How to Measure Your Sunken Chest Depth – 2021 A-Z Guide

Evidence Based This post has medical citations

sunken chest measurement with ruler

How to Measure Pectus Excavatum Depth

Before starting the non-surgical treatment of pectus excavatum, it is essential to measure your hollow chest depth. It will be ideal if you measure it every single day.

This will allow you to see how your pectus excavatum correction is progressing day by day. This progress will serve you as a motivation to do what you’re supposed to do on the days when you’re not feeling very motivated to follow the non-surgical treatment. 

Measuring the progress in the first weeks is very important for your future success in improving the deformity. It will help you psychologically, especially when you realize that the non-surgical system works.

The Importance of Tracking Your Progress

When I started my journey, I didn’t write my progress down. That was a critical mistake that I made. Some days, I didn’t feel like doing anything about my deformity.

I felt like fixing the chest indentation without surgery doesn’t work. I relied on external sources for finding motivation.

How I Stayed Motivated & Peaceful

I fell in love with working out, to the point that I used the gym as an escape from reality when I felt anxious. Some people rely on alcohol or drugs to cope with their anxiety, but fortunately, my escape was working out.

I used every single compliment from my buddies about my muscle building success as fuel to continue on my journey. Relying on the validation of others can be very dangerous.

Fortunately, I had a supportive group of friends that recognized my psychological struggles and insecurities.  They complimented the slightest improvement in my body appearance. That meant the world to me.

What If You Don’t Have Any Support?

If you follow the non-surgical treatment program, and measure the depth of your deformity every day, you don’t need others’ compliments to motivate you.

You’ll stay true to yourself and find the motivation in the notebook where you’re documenting your progress. In this case, others’ support will remain secondary, and that can be used as additional fuel for your journey.

Measurement Process from A-Z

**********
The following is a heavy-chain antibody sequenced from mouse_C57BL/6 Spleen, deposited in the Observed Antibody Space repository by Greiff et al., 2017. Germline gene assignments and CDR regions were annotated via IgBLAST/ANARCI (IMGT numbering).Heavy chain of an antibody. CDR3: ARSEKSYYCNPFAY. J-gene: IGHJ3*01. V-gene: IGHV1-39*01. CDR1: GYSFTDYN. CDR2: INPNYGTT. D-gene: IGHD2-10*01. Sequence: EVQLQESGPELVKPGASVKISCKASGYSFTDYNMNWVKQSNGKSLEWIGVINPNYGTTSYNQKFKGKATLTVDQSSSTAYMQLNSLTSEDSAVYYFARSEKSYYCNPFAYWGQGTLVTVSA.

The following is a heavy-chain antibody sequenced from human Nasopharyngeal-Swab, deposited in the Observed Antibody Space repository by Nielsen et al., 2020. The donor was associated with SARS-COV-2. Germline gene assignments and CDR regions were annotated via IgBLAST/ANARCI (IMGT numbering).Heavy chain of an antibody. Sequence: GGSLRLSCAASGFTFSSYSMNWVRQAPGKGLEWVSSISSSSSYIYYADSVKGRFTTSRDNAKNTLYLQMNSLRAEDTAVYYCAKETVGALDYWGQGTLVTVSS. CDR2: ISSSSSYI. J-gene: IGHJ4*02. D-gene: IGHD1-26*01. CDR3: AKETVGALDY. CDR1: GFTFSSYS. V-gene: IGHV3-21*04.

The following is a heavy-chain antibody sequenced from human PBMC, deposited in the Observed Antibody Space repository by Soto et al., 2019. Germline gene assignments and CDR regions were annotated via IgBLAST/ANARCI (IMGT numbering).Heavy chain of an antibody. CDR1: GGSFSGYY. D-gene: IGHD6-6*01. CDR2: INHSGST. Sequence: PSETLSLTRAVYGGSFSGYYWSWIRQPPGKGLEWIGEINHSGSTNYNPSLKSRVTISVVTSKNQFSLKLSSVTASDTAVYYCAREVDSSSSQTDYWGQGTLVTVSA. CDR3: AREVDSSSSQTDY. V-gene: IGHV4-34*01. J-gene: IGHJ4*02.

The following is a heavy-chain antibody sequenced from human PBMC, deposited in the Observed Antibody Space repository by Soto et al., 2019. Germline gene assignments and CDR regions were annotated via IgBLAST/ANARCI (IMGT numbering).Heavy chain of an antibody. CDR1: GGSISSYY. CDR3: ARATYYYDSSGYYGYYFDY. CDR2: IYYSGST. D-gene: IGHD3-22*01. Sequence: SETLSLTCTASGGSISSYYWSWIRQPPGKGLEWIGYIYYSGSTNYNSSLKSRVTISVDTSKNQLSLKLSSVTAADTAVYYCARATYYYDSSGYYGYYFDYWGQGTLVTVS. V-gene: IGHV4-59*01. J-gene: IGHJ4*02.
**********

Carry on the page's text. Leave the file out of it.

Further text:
What You Need

To measure the indentation, all you need is:

  • Simple ruler
  • Tape measure

Where to Put the Ruler & How Hard to Press

Put the edge of the ruler horizontally, just underneath your pectoral muscles. That’s the area where the thickness between the skin and ribcage is at its thinnest.

Then, press the ruler hard on the ribcage, so the skin goes out the way. Now, take the tape measure with your other hand. Measure the distance from the ruler to the deepest point of the sunken breastbone.

Write down the distance and the day of measurement. Make sure you apply the same pressure every time you measure. This is critically important for accuracy.

Measure In the Morning

It would be best if you did the measurement every single day, at the same time. Ideally, it would help if you did it right after you wake up. I don’t recommend to do it after vacuum bell therapy.

During that time, the sternum gets elevated, but it falls to a normal position after a few hours. The measurement in the mornings accurately shows how indented your chest really is.

How to Position Your Body While Measuring

I recommend you to measure it while standing up with a proper posture. You can also measure it while sitting or laying. However, it would help if you did it in the same conditions every time you do it.

Let me show you an example. If your first measurement is done in the morning, while you’re standing, then from now on, the next measure should be done in the same way.

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